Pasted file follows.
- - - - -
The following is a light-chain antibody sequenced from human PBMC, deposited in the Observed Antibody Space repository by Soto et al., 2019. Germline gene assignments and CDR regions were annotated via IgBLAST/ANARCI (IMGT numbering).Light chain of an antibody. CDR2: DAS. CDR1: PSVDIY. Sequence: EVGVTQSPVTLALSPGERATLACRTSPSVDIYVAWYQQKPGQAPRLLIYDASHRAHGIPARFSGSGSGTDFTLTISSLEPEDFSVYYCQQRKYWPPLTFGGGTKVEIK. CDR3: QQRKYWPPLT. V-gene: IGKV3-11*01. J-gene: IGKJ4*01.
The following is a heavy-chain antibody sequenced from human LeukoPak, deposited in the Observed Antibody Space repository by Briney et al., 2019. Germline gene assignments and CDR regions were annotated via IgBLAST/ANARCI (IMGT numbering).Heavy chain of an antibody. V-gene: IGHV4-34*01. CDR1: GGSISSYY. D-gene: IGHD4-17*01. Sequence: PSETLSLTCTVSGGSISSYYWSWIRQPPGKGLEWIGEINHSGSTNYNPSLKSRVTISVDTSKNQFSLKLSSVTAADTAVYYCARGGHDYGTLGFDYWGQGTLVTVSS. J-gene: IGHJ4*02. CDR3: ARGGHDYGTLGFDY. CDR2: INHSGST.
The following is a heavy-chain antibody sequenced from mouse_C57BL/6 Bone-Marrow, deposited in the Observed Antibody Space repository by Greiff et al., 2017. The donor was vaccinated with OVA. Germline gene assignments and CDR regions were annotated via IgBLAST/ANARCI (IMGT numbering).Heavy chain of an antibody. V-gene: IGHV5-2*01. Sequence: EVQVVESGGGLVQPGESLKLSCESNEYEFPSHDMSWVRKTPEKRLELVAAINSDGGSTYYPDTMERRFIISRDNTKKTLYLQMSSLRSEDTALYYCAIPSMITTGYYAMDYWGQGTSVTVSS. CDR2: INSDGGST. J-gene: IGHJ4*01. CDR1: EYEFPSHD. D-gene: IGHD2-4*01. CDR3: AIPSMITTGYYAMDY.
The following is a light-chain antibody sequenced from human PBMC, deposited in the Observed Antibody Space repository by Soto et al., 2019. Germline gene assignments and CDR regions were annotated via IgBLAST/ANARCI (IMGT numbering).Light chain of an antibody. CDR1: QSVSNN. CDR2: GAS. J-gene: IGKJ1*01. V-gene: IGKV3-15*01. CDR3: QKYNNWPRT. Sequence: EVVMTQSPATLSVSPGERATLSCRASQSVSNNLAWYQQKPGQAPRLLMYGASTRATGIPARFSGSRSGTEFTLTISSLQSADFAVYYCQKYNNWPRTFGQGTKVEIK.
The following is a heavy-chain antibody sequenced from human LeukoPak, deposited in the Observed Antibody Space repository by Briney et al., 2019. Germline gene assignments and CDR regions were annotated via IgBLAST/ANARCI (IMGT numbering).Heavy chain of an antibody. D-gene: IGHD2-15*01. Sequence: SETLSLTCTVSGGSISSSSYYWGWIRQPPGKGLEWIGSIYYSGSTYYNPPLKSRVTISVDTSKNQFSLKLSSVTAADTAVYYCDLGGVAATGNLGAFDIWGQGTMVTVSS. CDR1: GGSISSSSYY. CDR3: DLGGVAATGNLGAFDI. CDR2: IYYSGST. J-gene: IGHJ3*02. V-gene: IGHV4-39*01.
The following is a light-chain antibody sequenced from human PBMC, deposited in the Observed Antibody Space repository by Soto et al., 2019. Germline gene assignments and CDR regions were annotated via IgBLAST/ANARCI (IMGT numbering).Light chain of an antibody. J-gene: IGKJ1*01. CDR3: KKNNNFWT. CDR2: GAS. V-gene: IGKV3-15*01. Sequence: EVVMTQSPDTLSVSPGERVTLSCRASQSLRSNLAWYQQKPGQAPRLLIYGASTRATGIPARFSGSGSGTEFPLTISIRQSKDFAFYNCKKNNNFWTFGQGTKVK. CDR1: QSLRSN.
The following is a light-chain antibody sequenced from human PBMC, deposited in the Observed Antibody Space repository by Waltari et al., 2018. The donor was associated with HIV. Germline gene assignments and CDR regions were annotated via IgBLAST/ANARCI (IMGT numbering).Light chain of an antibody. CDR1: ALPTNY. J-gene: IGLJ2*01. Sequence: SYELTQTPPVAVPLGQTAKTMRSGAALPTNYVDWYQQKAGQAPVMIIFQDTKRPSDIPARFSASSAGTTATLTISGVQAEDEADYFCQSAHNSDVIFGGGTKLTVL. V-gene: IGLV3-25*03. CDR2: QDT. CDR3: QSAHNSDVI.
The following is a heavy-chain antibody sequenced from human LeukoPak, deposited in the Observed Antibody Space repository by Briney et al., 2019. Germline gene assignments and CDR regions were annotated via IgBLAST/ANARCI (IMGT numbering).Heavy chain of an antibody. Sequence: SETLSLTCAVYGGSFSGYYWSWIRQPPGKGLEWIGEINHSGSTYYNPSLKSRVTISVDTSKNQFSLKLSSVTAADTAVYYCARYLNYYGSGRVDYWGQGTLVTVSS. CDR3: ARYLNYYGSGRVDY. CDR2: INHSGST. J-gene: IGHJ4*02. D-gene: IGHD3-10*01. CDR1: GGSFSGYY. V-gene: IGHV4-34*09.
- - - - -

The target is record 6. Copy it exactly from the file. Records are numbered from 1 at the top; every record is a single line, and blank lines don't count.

The following is a light-chain antibody sequenced from human PBMC, deposited in the Observed Antibody Space repository by Soto et al., 2019. Germline gene assignments and CDR regions were annotated via IgBLAST/ANARCI (IMGT numbering).Light chain of an antibody. J-gene: IGKJ1*01. CDR3: KKNNNFWT. CDR2: GAS. V-gene: IGKV3-15*01. Sequence: EVVMTQSPDTLSVSPGERVTLSCRASQSLRSNLAWYQQKPGQAPRLLIYGASTRATGIPARFSGSGSGTEFPLTISIRQSKDFAFYNCKKNNNFWTFGQGTKVK. CDR1: QSLRSN.